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Vemurafenib: an evidence-based review of its clinical utility in the treatment of metastatic melanoma

Authors Swaika A, Crozier JA, Joseph R

Received 14 February 2014

Accepted for publication 25 March 2014

Published 16 June 2014 Volume 2014:8 Pages 775—787


Checked for plagiarism Yes

Review by Single anonymous peer review

Peer reviewer comments 3

Abhisek Swaika, Jennifer A Crozier, Richard W Joseph

Department of Hematology and Oncology, Mayo Clinic, Jacksonville, FL, USA

Abstract: The discovery of BRAF mutations in the majority of patients with metastatic melanoma combined with the identification of highly selective BRAF inhibitors have revolutionized the treatment of patients with metastatic melanoma. The first highly specific BRAF inhibitor, vemurafenib, began clinical testing in 2008 and moved towards a rapid approval in 2011. Vemurafenib induced responses in ~50% of patients with metastatic BRAF-mutant melanoma and demonstrated improved overall survival in a randomized Phase III trial. Furthermore, vemurafenib is well-tolerated with a low toxicity profile and rapid onset of action. Finally, vemurafenib is active even in patients with widely metastatic disease. Despite the success of vemurafenib in treating patients with BRAF-mutant metastatic melanoma, most, if not all, patients ultimately develop resistance resulting in disease progression at a median time of ~6 months. Multiple mechanisms of resistance have been described and rationale strategies are underway to combat resistance. This review highlights the development, clinical utility, resistance mechanisms, and future use of vemurafenib both in melanoma and other malignancies. We consulted PubMed, Scopus, MEDLINE, ASCO annual symposium abstracts, and the purpose of this review.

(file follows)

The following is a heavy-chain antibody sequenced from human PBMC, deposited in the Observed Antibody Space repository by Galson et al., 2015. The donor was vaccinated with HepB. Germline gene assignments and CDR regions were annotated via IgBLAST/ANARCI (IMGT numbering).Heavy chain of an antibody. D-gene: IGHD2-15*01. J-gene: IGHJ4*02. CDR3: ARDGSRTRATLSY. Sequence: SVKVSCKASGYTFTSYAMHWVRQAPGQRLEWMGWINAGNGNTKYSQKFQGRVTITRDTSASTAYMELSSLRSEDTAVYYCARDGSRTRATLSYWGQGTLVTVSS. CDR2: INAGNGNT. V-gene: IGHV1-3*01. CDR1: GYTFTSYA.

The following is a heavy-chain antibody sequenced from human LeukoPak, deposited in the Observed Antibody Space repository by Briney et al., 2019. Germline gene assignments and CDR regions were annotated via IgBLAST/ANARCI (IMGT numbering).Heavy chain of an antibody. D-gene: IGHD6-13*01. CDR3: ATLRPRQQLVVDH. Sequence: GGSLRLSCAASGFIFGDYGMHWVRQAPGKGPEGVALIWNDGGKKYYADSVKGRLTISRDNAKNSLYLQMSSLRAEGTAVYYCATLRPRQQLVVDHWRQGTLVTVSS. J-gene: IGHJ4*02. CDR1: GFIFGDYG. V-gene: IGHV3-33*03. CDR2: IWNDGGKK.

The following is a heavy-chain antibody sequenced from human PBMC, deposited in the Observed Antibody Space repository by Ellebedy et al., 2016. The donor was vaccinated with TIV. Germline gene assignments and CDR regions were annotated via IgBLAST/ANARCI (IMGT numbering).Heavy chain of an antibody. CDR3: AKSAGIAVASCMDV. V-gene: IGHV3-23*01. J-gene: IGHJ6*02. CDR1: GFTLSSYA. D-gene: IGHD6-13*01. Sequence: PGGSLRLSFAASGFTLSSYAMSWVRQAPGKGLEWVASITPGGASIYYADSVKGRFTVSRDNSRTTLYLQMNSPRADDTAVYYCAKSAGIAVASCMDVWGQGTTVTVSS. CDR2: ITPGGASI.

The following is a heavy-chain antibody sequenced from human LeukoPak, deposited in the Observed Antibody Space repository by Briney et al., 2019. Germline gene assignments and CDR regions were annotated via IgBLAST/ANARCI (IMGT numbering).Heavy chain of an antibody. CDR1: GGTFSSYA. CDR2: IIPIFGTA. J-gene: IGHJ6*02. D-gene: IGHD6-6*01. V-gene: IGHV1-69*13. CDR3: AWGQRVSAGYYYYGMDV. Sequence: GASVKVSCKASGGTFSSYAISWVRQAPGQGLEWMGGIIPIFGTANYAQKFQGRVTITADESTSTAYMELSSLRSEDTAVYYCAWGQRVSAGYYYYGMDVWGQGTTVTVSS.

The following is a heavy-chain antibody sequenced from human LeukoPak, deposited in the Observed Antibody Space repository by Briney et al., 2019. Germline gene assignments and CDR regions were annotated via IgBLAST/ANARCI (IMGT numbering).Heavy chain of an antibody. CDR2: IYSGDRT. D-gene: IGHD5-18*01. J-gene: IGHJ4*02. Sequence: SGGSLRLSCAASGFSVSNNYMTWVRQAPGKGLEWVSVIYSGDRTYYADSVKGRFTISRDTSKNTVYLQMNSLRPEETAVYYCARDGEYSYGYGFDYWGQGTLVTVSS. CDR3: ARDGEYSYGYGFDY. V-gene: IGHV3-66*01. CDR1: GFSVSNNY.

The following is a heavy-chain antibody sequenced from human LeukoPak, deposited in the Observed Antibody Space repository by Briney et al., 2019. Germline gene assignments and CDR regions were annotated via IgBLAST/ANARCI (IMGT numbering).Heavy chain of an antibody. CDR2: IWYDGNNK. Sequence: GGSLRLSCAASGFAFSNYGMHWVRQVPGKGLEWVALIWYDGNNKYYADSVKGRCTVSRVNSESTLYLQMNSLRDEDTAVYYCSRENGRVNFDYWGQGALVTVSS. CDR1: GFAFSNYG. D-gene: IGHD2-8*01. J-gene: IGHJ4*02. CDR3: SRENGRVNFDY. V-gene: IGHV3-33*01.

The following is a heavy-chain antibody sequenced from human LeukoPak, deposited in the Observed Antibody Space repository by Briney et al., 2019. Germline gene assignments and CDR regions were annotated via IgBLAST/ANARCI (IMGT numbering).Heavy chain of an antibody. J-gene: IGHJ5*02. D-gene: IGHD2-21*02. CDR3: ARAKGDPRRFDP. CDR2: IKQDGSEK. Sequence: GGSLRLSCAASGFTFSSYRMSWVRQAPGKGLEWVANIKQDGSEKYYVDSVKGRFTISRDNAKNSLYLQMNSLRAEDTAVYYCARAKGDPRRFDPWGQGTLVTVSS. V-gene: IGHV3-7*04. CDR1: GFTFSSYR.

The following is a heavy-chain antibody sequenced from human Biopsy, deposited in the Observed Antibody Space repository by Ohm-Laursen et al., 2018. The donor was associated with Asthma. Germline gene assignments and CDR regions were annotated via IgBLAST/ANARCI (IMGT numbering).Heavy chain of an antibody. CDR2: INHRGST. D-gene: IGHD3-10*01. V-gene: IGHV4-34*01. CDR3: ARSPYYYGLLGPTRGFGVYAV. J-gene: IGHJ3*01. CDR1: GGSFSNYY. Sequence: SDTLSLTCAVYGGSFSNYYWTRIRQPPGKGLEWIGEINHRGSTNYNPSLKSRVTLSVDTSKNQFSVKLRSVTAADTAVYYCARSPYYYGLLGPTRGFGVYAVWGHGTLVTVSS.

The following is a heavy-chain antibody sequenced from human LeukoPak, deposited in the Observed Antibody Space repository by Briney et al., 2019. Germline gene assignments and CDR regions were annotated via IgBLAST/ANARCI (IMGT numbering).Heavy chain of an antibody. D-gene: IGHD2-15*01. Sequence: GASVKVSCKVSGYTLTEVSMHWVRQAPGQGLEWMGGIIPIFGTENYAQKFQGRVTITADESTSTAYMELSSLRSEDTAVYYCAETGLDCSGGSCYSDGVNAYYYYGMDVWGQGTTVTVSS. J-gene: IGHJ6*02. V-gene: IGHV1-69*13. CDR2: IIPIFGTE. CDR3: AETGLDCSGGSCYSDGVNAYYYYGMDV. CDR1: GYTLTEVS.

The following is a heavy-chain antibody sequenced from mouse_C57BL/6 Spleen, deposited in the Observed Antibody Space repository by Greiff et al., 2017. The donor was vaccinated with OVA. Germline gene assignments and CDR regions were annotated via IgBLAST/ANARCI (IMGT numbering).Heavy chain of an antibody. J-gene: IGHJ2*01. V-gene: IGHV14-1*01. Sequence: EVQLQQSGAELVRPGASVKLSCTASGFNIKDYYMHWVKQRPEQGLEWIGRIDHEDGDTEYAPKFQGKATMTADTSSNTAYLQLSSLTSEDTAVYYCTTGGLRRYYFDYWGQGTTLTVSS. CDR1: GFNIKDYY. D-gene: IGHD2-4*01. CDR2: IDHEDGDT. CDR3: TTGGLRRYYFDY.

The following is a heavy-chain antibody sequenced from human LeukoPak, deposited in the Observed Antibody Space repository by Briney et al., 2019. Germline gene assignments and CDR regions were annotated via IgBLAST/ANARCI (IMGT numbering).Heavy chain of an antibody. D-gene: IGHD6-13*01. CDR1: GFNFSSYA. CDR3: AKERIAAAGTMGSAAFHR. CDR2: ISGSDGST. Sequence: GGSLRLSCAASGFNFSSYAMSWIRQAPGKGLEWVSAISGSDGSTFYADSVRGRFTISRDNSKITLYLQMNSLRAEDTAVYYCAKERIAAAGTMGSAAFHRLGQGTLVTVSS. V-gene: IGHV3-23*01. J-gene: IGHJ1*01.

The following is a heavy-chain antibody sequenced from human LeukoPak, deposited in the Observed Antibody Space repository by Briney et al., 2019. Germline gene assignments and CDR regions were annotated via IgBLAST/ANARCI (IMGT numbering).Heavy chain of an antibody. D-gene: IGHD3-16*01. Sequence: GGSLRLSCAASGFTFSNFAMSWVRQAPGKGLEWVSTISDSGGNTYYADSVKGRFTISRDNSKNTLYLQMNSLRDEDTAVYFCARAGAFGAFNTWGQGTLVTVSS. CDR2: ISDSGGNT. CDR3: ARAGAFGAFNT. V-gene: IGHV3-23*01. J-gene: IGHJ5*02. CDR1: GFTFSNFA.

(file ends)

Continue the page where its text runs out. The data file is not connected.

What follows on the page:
Keywords: resistance, vemurafenib, BRAFV600E, immunotherapy

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